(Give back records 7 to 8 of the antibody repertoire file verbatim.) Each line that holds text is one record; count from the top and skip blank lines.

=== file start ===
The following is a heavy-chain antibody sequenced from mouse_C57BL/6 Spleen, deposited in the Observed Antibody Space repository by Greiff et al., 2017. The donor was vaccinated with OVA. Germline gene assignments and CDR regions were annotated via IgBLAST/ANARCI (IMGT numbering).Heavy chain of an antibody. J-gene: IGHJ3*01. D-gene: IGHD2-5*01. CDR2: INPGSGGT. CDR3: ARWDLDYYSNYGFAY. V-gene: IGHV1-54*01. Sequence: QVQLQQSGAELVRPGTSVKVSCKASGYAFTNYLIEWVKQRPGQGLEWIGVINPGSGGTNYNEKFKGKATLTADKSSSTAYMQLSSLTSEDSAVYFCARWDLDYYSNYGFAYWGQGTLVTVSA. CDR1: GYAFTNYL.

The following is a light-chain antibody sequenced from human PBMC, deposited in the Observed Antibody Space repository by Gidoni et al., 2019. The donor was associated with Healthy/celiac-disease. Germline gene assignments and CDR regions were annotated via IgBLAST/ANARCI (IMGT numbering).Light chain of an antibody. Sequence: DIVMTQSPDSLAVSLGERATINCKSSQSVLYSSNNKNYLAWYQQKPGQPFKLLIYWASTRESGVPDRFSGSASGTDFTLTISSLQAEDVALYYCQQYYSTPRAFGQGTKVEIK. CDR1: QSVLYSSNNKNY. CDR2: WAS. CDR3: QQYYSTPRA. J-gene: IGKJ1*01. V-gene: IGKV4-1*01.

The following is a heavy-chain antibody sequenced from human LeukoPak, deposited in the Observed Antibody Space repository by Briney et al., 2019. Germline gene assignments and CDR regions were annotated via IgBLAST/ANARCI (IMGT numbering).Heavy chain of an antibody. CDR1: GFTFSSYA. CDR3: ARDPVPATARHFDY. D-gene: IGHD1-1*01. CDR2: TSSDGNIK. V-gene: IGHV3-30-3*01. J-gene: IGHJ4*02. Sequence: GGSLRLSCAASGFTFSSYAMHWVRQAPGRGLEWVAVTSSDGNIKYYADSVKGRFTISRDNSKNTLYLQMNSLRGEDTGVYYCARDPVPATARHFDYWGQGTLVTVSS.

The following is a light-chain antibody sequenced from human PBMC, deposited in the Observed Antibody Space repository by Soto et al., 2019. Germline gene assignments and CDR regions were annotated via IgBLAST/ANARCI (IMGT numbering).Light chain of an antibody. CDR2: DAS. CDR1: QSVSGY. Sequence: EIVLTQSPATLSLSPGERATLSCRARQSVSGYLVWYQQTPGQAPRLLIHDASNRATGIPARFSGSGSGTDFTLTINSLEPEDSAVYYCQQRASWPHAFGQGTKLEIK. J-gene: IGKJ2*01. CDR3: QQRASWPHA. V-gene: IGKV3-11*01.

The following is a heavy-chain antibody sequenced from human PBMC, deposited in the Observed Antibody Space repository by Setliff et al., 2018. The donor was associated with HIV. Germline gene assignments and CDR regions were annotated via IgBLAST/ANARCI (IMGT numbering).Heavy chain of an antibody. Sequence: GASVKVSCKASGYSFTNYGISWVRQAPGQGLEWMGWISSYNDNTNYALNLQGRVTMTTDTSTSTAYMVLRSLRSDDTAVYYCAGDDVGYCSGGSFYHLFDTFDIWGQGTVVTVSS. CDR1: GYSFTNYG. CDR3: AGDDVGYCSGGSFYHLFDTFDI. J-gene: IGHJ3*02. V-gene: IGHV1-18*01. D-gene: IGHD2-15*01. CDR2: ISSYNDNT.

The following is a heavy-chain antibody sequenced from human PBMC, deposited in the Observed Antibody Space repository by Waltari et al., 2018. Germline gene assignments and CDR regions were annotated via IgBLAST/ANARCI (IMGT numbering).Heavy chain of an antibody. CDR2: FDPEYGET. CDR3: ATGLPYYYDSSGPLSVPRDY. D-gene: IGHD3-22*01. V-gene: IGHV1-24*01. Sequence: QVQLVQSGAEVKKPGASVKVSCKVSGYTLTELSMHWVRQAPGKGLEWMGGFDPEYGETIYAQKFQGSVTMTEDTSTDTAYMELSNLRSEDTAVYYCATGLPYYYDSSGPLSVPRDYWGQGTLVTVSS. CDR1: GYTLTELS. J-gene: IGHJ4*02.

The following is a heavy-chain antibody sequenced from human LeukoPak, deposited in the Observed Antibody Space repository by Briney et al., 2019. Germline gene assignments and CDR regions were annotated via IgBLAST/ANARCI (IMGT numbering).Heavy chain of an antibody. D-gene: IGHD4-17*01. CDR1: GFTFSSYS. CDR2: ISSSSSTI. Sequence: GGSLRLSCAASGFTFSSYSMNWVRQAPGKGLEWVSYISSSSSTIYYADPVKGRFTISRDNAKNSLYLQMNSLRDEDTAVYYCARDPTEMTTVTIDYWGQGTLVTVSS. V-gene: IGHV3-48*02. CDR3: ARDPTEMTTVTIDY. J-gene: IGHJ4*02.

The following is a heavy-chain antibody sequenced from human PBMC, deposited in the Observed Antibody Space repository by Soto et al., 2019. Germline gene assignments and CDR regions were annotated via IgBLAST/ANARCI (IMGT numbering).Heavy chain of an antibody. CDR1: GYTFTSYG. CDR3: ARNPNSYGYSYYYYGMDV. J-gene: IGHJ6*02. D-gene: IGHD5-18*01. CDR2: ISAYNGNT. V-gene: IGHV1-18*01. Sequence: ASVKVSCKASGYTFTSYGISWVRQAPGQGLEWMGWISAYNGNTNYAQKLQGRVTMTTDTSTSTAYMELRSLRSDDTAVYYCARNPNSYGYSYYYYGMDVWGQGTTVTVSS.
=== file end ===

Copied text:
The following is a heavy-chain antibody sequenced from human LeukoPak, deposited in the Observed Antibody Space repository by Briney et al., 2019. Germline gene assignments and CDR regions were annotated via IgBLAST/ANARCI (IMGT numbering).Heavy chain of an antibody. D-gene: IGHD4-17*01. CDR1: GFTFSSYS. CDR2: ISSSSSTI. Sequence: GGSLRLSCAASGFTFSSYSMNWVRQAPGKGLEWVSYISSSSSTIYYADPVKGRFTISRDNAKNSLYLQMNSLRDEDTAVYYCARDPTEMTTVTIDYWGQGTLVTVSS. V-gene: IGHV3-48*02. CDR3: ARDPTEMTTVTIDY. J-gene: IGHJ4*02.

The following is a heavy-chain antibody sequenced from human PBMC, deposited in the Observed Antibody Space repository by Soto et al., 2019. Germline gene assignments and CDR regions were annotated via IgBLAST/ANARCI (IMGT numbering).Heavy chain of an antibody. CDR1: GYTFTSYG. CDR3: ARNPNSYGYSYYYYGMDV. J-gene: IGHJ6*02. D-gene: IGHD5-18*01. CDR2: ISAYNGNT. V-gene: IGHV1-18*01. Sequence: ASVKVSCKASGYTFTSYGISWVRQAPGQGLEWMGWISAYNGNTNYAQKLQGRVTMTTDTSTSTAYMELRSLRSDDTAVYYCARNPNSYGYSYYYYGMDVWGQGTTVTVSS.